Deducting Gambling Losses On Your Taxes

In previous posts, I have been talking about deductions that are subject to the 2% floor.  Now, I will be discussing an itemized deduction that is not subject to this limit.  This would be reported on line 28 of Schedule A, which is labeled “Other Miscellaneous Deductions”.

Do you spend a little time gambling?  Go see the ponies run and place a little something to make it fun?  Do you buy lottery tickets?  Did you play blackjack on that trip to Las Vegas?   Did you win anything?  If so, you will need to report any winnings as income on your 1040.  You will get a Form W-2G, which will show you the winnings you need to include on line 21 as “Other Income”.  You will get a Form W-2G if one of the following occurs:

  1. The winnings are $1,200 or more from playing bingo or a slot machine,
  2. The winnings, reduced by the amount of the wager, are from playing keno and are $1,500 or more,
  3. The winnings, reduced by the amount of the wager, are from playing in a poker tournament and are $5,000 or more,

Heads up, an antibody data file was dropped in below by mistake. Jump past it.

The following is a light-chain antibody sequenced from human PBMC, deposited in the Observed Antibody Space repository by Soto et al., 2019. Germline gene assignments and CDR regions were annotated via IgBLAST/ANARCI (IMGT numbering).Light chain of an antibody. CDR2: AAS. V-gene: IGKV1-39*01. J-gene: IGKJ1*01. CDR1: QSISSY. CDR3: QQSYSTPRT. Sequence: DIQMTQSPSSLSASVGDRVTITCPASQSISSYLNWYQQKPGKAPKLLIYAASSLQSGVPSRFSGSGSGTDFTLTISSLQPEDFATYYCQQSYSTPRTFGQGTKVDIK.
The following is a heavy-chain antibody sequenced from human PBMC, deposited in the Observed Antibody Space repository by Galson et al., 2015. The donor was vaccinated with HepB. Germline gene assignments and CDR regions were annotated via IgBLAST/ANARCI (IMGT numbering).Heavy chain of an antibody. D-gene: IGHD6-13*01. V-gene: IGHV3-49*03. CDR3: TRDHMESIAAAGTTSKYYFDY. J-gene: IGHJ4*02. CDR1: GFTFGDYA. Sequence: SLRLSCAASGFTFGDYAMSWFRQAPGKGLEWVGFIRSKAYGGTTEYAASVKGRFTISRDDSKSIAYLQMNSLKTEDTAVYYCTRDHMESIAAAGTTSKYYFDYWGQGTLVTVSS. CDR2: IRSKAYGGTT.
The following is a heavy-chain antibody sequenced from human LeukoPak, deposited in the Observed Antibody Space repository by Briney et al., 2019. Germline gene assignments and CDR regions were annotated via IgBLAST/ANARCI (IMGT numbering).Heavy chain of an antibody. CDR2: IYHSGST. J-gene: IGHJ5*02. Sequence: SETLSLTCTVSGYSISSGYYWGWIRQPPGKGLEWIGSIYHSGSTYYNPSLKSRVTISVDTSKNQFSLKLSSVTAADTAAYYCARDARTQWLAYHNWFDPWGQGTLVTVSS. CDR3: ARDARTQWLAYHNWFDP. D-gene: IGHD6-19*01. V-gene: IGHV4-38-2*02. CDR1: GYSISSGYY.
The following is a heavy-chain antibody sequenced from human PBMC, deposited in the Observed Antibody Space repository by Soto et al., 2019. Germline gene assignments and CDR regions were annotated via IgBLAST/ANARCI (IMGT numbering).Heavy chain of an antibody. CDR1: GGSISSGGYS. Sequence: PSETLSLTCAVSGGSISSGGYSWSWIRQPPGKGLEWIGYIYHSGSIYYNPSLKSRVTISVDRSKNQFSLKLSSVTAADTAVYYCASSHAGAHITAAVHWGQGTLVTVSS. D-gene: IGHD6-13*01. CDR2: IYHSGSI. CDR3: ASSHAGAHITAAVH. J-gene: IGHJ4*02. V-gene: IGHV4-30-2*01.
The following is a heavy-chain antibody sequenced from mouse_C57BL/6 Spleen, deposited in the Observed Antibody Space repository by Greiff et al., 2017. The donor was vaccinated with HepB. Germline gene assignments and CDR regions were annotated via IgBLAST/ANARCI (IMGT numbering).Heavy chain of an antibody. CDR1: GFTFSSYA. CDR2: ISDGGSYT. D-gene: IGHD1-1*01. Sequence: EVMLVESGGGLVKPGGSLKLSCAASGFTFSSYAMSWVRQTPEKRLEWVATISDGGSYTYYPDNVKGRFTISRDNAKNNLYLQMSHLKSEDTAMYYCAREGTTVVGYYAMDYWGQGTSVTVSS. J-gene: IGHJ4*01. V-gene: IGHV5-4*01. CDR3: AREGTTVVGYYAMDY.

4. The winnings from other games, when reduced by the wager (if you choose to reduce the winnings by the amount of the wager), are
    1. $600 or more, and
    2. At least 300 times the amount of the wager, or
    3. The winnings are subject to federal income tax withholding.

Now that you have recorded your winnings as other income, you can take an itemized deduction for your losses.  Now, a little bit of bad news here:  You can only deduct losses to the extent that you have winnings.  For instance, if you won $500 during the year, but lost $1,000, you can only deduct $500 of the losses.  A little unfair if you had a bad year, but hopefully you have better luck in a following year.

It is very important that you keep good records of your wins and losses.  This will help in providing support of the deduction in case of an audit.  You need to be able to provide receipts, tickets, statements or other records to substantiate the amount of your wins and losses.

Other types of deductions allow for you to carry forward a loss to a future year.  However, you cannot do this with a net gambling loss.

What experiences have you had with reporting gambling losses on your tax return?  Do you have any other cautionary tales about gambling and taxes?  I’d love to hear about it.  Also, if you have any questions, shoot them to me at chrispedencpa@yahoo.com, and I would be happy to answer them.  If you need help with other tax questions, or with preparing a return, drop me a line, and we can discuss your situation.

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